us  constitution  law  government  books  reference  history  comics 
september 2009 by robertogreco
The Henry Louis Gates "Teaching Moment": Put the race talk aside: the issue here is abuse of police power, and misplaced deference to authority - Reason Magazine
"Police officers deserve the same courtesy we afford anyone else we encounter in public life—basic respect and civility. If they're investigating a crime, they deserve cooperation as required by law, and beyond that only to the extent to which the person with whom they're speaking is comfortable. Verbally disrespecting a cop may well be rude, but in a free society we can't allow it to become a crime, any more than we can criminalize criticism of the president, a senator, or the city council. There's no excuse for the harassment or arrest of those who merely inquire about their rights, who ask for an explanation of what laws they're breaking, or who photograph or otherwise document police officers on the job.
constitution  lawenforcement  rights  racism  henrylouisgates  police  abuse  liberty  humanrights  civilrights  politics  law  policy  race 
july 2009 by robertogreco
A man's home is his constitutional castle. - By Christopher Hitchens - Slate Magazine
"It is the U.S. Constitution, and not some competitive agglomeration of communities or constituencies, that makes a citizen the sovereign of his own home and privacy. There is absolutely no legal requirement to be polite in the defense of this right."
christopherhitchens  constitution  law  henrylouisgates  race  racism  rights  politics  freedom  civilrights 
july 2009 by robertogreco
Snarkmarket: A California Constitutional Convention
"It’s not without problems, of course — but to me they seem like better problems than the ones you get with appointed or elected bodies. And keep in mind, a randomly-selected group would be generating policy options which would then be voted on by everyone else in California, so it’s not like we would, er, skip democracy entirely."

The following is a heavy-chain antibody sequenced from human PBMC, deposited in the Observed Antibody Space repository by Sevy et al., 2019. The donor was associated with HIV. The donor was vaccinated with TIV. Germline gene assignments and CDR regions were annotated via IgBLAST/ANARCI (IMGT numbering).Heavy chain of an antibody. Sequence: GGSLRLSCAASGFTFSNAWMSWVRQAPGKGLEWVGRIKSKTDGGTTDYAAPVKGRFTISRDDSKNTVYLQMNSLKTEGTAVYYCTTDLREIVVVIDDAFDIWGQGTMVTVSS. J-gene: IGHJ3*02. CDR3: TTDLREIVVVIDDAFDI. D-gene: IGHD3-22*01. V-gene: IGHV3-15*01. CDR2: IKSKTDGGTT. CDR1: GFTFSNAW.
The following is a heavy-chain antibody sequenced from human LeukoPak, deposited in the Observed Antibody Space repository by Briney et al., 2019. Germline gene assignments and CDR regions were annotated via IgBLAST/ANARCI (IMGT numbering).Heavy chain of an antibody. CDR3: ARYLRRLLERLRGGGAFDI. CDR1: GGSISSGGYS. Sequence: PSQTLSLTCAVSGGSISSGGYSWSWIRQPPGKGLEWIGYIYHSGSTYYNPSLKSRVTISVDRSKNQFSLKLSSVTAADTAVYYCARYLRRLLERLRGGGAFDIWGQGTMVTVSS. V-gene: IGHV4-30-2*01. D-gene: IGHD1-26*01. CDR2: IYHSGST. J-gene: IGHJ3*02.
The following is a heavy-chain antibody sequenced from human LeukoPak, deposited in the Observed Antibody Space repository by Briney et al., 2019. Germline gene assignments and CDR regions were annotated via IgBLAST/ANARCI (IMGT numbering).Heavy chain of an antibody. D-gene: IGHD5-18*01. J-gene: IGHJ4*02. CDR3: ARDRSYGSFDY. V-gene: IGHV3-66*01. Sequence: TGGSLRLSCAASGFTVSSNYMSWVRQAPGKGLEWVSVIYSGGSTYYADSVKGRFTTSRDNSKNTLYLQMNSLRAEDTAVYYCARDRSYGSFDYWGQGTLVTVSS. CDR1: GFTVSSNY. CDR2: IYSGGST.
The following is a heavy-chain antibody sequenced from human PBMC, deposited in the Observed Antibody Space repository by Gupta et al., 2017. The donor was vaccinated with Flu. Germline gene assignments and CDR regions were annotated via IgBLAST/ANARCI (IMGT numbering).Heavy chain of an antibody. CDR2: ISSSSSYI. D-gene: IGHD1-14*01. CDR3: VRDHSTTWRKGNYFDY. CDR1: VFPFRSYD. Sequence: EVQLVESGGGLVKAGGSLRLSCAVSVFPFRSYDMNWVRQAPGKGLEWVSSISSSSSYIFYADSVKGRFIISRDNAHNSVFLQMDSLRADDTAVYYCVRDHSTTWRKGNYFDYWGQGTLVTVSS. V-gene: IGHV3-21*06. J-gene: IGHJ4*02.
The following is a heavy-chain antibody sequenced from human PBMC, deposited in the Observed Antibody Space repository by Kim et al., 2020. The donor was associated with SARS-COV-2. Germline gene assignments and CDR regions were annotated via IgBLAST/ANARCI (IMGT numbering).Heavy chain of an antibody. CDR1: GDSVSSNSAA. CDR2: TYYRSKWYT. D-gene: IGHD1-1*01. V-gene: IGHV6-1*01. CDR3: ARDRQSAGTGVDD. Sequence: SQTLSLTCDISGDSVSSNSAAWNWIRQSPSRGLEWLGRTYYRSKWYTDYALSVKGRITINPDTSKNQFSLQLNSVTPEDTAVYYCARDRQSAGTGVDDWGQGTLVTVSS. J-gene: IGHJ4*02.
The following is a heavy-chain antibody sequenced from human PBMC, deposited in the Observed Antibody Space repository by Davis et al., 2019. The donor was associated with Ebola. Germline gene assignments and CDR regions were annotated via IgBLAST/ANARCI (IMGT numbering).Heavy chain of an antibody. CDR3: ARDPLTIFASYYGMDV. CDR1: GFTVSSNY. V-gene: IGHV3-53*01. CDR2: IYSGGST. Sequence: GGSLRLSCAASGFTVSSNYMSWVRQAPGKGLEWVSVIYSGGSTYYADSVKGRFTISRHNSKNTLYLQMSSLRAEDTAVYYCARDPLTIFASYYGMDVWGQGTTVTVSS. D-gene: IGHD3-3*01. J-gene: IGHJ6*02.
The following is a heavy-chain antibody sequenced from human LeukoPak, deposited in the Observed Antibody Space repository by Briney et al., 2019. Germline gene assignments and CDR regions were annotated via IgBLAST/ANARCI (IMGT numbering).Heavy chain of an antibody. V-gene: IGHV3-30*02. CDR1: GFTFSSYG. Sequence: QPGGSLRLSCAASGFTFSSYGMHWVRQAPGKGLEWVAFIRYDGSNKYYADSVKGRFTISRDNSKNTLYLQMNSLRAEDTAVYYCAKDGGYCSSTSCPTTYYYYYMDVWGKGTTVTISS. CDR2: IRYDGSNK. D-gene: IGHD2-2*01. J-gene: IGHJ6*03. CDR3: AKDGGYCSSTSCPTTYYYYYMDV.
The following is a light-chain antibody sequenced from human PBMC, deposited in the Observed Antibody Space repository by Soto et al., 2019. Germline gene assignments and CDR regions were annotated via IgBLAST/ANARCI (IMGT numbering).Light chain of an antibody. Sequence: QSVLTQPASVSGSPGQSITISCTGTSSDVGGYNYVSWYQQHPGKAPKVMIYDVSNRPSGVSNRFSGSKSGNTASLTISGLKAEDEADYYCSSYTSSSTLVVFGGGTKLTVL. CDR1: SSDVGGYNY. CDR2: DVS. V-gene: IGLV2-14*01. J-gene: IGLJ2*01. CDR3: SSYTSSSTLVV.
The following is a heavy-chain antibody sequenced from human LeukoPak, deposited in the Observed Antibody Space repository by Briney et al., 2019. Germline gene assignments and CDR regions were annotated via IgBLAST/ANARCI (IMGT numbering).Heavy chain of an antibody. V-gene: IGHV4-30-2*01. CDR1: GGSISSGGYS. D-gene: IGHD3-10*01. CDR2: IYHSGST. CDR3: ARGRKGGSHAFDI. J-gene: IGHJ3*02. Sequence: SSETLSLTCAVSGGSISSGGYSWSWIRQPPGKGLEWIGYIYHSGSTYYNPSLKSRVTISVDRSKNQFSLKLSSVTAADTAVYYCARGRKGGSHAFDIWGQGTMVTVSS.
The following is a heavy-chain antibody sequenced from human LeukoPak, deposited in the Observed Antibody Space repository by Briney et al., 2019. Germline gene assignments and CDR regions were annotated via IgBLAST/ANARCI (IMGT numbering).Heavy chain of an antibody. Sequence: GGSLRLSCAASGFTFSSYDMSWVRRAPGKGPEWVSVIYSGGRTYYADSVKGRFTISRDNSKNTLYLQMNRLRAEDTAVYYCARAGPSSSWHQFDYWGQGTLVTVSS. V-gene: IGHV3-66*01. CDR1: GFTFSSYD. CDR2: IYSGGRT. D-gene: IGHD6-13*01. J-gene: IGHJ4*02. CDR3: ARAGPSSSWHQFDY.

california  government  politics  policy  constitution  random 
july 2009 by robertogreco
Trying to govern California | The ungovernable state | The Economist
"As California ceases to function like a sensible state, a new constitution looks both necessary and likely" via: who summarizes "Los Angeles, and the infrastructural state of California are exacerbated conditions of neoliberal government, virtually incapacitated by the local interests, individualism, and extremism that rules politics today."
california  constitution  government  politics  change  reform  broken 
may 2009 by robertogreco
Op-Ed Columnist - ROGER COHEN - A Command of the Law -
"“An Administrative Review Board has reviewed the information about you that was talked about at the meeting on 02 Dec 2005 & the deciding official in the US has made a decision about what will happen to you. You will be sent to the country of Afghanistan. Your departure will occur as soon as possible.” That’s it, the one & only record on paper of protracted U.S. incarceration: 3 sentences for 4 years of a young Afghan’s life, written in language Orwell would have recognized. We have “the deciding official,” not an officer, general or judge...“the information about you,” not allegations, or accusations, let alone charges... “a decision about what will happen to you,” not a judgment, ruling or verdict. This is the lexicon of totalitarianism. It is acutely embarrassing to the US. That is why I am thankful above all that next U.S. commander in chief is a constitutional lawyer. Nothing has been more damaging to the US than the violation of the legal principles at heart of American idea."